What is the Water-Energy Nexus?

Water-Energy Nexus

This nexus refers to the interdependence between energy and water systems – aka the water required to meet our energy needs and the energy required to meet our water needs. Basically, generating energy requires water, while cleaning, collecting, and moving water requires energy. More water = more energy = more emissions.

Want some fast facts?

  • Roughly 4% of all energy use in the United States is related to the movement and treatment of water for industrial and residential use.
  • 50% of the water drawn from rivers and lakes in the U.S. is used in energy production, but thankfully, only 4% of that is consumed.

Are my purchases impacted by the Water-Energy Nexus?

Yes. With every purchase you make, you’re likely contributing to high energy use at the expense of water or vice versa. For example, cotton requires 25% less energy to produce than polyester, but it also requires 9 times more water. We always try to make decisions using the most reliable, science-backed information available, but sometimes these tradeoffs require a judgment call. That’s why understanding the nuances of sustainability is so important.

Why does it matter?

Increasing populations and the impacts of global warming have made the demand for water go up, while the supply (especially in places like the American southwest) keeps going down. Our need for more water is leading to an increase in the energy we need to clean, store, and move that water. At the same time, our energy system is totally dependent on using that same water that we just used energy to get. Whether it’s a nuclear reactor (which needs water for cooling), natural gas (which needs water for extracting) or renewables like wind and solar, all energy sources have a water footprint.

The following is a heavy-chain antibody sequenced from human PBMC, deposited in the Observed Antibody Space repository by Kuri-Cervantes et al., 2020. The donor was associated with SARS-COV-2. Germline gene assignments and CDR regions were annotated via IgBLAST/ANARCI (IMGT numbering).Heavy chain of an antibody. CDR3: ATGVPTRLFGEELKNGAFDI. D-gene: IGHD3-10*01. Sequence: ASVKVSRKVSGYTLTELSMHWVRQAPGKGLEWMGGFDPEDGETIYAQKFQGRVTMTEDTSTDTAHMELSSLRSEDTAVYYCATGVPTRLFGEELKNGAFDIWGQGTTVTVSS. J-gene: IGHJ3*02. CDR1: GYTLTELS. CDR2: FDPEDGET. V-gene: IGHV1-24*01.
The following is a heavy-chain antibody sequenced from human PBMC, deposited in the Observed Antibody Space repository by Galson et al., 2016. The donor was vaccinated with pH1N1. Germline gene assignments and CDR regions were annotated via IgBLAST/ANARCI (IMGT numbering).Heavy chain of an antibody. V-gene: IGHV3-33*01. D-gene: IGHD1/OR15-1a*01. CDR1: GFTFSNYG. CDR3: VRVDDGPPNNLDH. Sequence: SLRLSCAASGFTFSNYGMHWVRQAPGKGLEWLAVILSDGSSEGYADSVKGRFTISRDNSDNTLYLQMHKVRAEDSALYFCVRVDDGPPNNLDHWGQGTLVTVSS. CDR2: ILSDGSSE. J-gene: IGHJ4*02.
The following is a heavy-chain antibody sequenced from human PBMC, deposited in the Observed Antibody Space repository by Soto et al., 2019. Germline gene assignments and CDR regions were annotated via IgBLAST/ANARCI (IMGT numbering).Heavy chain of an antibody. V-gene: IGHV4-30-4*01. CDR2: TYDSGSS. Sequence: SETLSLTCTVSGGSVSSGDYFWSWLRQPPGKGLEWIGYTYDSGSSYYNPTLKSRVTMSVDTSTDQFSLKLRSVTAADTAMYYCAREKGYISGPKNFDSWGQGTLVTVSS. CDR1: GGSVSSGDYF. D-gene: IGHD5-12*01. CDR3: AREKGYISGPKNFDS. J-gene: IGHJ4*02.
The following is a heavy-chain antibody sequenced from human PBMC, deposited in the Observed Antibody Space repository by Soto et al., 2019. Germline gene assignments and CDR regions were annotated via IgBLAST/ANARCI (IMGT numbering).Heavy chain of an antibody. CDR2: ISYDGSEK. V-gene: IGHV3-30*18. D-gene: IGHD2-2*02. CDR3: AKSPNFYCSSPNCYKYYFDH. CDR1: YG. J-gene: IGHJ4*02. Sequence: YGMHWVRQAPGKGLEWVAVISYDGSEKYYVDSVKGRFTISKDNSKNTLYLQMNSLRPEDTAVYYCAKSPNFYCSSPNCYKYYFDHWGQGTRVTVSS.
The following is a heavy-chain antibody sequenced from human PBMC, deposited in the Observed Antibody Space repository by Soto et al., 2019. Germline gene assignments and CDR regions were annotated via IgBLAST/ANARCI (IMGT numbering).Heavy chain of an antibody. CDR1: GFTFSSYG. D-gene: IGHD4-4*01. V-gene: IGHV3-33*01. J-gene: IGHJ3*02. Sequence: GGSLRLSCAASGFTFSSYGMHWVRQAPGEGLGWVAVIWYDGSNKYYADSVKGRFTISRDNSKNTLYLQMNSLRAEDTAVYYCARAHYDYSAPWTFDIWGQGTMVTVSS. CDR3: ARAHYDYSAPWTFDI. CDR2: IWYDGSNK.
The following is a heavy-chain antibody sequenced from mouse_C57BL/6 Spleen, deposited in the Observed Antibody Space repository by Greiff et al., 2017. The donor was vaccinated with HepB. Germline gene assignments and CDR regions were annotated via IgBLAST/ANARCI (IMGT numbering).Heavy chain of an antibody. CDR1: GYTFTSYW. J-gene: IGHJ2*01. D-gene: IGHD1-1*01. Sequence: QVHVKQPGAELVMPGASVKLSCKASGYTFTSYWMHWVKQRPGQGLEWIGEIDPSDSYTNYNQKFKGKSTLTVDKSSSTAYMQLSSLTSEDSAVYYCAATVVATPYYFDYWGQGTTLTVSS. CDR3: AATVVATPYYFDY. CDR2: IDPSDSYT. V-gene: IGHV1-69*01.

Energy and water security are extremely important for people to live safe and comfortable lives. People simply need the amenities that these resources provide: temperature-regulated homes, working appliances and outlets, clean drinking and cooking water, etc. It is vital that we take a little bit of strain off of the Water-Energy Nexus so that the two systems can keep working together in their perfect game of tug-o-war without one side collapsing.

Still want to learn more? Check out some of our favorite references: